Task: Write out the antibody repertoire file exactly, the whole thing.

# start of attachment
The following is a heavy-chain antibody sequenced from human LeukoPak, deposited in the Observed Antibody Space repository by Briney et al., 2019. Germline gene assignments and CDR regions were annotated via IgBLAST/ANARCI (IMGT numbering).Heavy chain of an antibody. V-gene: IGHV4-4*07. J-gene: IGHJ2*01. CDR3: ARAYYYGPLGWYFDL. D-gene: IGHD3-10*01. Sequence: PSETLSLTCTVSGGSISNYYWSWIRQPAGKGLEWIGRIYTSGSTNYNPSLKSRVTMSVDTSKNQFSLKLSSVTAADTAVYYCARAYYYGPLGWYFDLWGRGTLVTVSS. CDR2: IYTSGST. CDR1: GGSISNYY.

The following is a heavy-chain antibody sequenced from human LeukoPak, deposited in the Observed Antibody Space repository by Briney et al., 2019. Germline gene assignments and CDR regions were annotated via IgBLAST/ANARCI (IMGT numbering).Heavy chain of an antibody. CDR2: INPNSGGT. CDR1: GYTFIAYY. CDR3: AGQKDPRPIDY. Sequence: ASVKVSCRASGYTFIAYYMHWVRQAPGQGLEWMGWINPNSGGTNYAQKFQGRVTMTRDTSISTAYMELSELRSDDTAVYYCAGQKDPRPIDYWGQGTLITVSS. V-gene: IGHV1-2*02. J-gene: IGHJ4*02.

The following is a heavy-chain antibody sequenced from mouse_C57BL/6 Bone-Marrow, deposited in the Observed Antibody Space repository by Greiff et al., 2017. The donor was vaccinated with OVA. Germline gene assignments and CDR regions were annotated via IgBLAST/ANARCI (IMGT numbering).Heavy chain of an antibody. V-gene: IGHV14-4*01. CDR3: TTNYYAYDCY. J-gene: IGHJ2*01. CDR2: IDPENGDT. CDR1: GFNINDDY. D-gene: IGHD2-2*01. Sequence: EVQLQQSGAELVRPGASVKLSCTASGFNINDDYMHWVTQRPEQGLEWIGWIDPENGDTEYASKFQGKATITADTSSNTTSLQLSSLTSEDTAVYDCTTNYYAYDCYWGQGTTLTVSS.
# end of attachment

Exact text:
The following is a heavy-chain antibody sequenced from human LeukoPak, deposited in the Observed Antibody Space repository by Briney et al., 2019. Germline gene assignments and CDR regions were annotated via IgBLAST/ANARCI (IMGT numbering).Heavy chain of an antibody. V-gene: IGHV4-4*07. J-gene: IGHJ2*01. CDR3: ARAYYYGPLGWYFDL. D-gene: IGHD3-10*01. Sequence: PSETLSLTCTVSGGSISNYYWSWIRQPAGKGLEWIGRIYTSGSTNYNPSLKSRVTMSVDTSKNQFSLKLSSVTAADTAVYYCARAYYYGPLGWYFDLWGRGTLVTVSS. CDR2: IYTSGST. CDR1: GGSISNYY.

The following is a heavy-chain antibody sequenced from human LeukoPak, deposited in the Observed Antibody Space repository by Briney et al., 2019. Germline gene assignments and CDR regions were annotated via IgBLAST/ANARCI (IMGT numbering).Heavy chain of an antibody. CDR2: INPNSGGT. CDR1: GYTFIAYY. CDR3: AGQKDPRPIDY. Sequence: ASVKVSCRASGYTFIAYYMHWVRQAPGQGLEWMGWINPNSGGTNYAQKFQGRVTMTRDTSISTAYMELSELRSDDTAVYYCAGQKDPRPIDYWGQGTLITVSS. V-gene: IGHV1-2*02. J-gene: IGHJ4*02.

The following is a heavy-chain antibody sequenced from mouse_C57BL/6 Bone-Marrow, deposited in the Observed Antibody Space repository by Greiff et al., 2017. The donor was vaccinated with OVA. Germline gene assignments and CDR regions were annotated via IgBLAST/ANARCI (IMGT numbering).Heavy chain of an antibody. V-gene: IGHV14-4*01. CDR3: TTNYYAYDCY. J-gene: IGHJ2*01. CDR2: IDPENGDT. CDR1: GFNINDDY. D-gene: IGHD2-2*01. Sequence: EVQLQQSGAELVRPGASVKLSCTASGFNINDDYMHWVTQRPEQGLEWIGWIDPENGDTEYASKFQGKATITADTSSNTTSLQLSSLTSEDTAVYDCTTNYYAYDCYWGQGTTLTVSS.